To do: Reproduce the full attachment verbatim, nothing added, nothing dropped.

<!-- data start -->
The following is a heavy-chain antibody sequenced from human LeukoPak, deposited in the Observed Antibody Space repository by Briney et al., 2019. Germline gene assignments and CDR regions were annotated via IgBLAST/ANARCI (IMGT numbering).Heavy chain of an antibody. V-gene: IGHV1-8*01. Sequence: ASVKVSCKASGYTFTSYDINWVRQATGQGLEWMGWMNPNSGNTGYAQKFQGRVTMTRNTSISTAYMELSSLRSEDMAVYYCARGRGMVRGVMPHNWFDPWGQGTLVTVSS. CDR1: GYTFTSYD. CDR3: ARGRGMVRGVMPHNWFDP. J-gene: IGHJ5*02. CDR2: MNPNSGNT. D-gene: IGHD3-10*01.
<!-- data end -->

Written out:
The following is a heavy-chain antibody sequenced from human LeukoPak, deposited in the Observed Antibody Space repository by Briney et al., 2019. Germline gene assignments and CDR regions were annotated via IgBLAST/ANARCI (IMGT numbering).Heavy chain of an antibody. V-gene: IGHV1-8*01. Sequence: ASVKVSCKASGYTFTSYDINWVRQATGQGLEWMGWMNPNSGNTGYAQKFQGRVTMTRNTSISTAYMELSSLRSEDMAVYYCARGRGMVRGVMPHNWFDPWGQGTLVTVSS. CDR1: GYTFTSYD. CDR3: ARGRGMVRGVMPHNWFDP. J-gene: IGHJ5*02. CDR2: MNPNSGNT. D-gene: IGHD3-10*01.